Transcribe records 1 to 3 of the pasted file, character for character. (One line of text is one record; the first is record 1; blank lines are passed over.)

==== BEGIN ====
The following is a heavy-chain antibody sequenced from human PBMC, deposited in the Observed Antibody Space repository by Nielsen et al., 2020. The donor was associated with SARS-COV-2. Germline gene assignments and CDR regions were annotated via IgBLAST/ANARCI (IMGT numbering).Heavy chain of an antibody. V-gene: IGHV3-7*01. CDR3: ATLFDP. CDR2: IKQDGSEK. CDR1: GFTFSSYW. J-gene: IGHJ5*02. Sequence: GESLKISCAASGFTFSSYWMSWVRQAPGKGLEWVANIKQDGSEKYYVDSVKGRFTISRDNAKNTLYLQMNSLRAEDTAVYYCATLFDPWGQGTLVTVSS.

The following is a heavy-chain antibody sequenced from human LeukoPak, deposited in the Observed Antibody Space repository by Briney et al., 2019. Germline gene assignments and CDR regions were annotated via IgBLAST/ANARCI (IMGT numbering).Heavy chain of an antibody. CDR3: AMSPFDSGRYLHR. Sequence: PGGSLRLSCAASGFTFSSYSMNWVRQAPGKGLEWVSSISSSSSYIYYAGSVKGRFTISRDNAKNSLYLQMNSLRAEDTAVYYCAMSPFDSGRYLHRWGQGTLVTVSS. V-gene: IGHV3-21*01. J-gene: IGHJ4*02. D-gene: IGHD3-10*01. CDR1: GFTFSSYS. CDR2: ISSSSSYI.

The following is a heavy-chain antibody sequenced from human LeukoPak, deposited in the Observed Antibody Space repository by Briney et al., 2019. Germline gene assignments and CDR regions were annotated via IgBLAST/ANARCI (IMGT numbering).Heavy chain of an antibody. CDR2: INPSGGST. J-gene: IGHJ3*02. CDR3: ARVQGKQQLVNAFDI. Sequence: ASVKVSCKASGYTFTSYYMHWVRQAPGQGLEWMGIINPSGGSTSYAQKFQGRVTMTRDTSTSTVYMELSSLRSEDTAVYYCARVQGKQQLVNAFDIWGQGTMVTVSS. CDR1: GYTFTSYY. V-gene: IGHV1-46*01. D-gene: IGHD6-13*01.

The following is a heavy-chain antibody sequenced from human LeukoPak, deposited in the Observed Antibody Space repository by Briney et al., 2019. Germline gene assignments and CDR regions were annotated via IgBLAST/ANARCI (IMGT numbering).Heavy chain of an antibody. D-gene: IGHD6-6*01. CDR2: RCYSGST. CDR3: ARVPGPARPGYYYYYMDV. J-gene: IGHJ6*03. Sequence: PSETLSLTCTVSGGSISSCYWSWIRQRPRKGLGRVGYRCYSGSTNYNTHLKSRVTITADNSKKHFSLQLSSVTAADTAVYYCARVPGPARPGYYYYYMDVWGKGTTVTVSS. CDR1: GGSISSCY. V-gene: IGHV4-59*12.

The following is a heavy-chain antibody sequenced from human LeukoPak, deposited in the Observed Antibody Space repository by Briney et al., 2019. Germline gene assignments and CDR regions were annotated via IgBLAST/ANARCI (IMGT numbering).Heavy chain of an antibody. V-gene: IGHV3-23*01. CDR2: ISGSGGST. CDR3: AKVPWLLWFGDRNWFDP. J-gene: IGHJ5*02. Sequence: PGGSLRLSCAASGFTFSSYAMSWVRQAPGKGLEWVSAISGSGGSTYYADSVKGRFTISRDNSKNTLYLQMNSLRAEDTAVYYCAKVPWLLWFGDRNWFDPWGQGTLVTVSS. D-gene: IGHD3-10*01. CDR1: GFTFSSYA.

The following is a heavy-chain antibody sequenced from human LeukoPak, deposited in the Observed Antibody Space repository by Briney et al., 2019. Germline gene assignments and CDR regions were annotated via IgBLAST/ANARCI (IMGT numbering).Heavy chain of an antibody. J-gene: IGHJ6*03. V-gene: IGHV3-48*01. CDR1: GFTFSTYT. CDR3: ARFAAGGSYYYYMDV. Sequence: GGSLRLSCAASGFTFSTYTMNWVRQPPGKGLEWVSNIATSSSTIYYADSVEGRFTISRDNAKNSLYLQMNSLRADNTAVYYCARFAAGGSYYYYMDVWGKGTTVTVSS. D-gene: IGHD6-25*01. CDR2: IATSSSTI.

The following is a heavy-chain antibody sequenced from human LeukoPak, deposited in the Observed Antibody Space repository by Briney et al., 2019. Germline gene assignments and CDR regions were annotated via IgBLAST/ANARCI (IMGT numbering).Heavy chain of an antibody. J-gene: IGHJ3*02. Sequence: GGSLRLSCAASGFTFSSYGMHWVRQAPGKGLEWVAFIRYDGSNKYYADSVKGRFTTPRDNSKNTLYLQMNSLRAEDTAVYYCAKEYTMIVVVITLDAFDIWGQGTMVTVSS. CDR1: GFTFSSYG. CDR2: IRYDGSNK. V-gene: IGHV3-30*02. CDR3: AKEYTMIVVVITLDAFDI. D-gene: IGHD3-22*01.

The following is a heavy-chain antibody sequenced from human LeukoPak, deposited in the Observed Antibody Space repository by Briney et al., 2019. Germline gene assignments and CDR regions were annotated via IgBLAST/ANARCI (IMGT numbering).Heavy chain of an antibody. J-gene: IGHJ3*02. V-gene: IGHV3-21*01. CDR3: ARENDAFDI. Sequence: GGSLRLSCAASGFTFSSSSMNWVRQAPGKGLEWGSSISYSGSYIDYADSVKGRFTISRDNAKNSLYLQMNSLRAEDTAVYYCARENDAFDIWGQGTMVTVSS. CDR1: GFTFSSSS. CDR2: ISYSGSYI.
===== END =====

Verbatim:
The following is a heavy-chain antibody sequenced from human PBMC, deposited in the Observed Antibody Space repository by Nielsen et al., 2020. The donor was associated with SARS-COV-2. Germline gene assignments and CDR regions were annotated via IgBLAST/ANARCI (IMGT numbering).Heavy chain of an antibody. V-gene: IGHV3-7*01. CDR3: ATLFDP. CDR2: IKQDGSEK. CDR1: GFTFSSYW. J-gene: IGHJ5*02. Sequence: GESLKISCAASGFTFSSYWMSWVRQAPGKGLEWVANIKQDGSEKYYVDSVKGRFTISRDNAKNTLYLQMNSLRAEDTAVYYCATLFDPWGQGTLVTVSS.

The following is a heavy-chain antibody sequenced from human LeukoPak, deposited in the Observed Antibody Space repository by Briney et al., 2019. Germline gene assignments and CDR regions were annotated via IgBLAST/ANARCI (IMGT numbering).Heavy chain of an antibody. CDR3: AMSPFDSGRYLHR. Sequence: PGGSLRLSCAASGFTFSSYSMNWVRQAPGKGLEWVSSISSSSSYIYYAGSVKGRFTISRDNAKNSLYLQMNSLRAEDTAVYYCAMSPFDSGRYLHRWGQGTLVTVSS. V-gene: IGHV3-21*01. J-gene: IGHJ4*02. D-gene: IGHD3-10*01. CDR1: GFTFSSYS. CDR2: ISSSSSYI.

The following is a heavy-chain antibody sequenced from human LeukoPak, deposited in the Observed Antibody Space repository by Briney et al., 2019. Germline gene assignments and CDR regions were annotated via IgBLAST/ANARCI (IMGT numbering).Heavy chain of an antibody. CDR2: INPSGGST. J-gene: IGHJ3*02. CDR3: ARVQGKQQLVNAFDI. Sequence: ASVKVSCKASGYTFTSYYMHWVRQAPGQGLEWMGIINPSGGSTSYAQKFQGRVTMTRDTSTSTVYMELSSLRSEDTAVYYCARVQGKQQLVNAFDIWGQGTMVTVSS. CDR1: GYTFTSYY. V-gene: IGHV1-46*01. D-gene: IGHD6-13*01.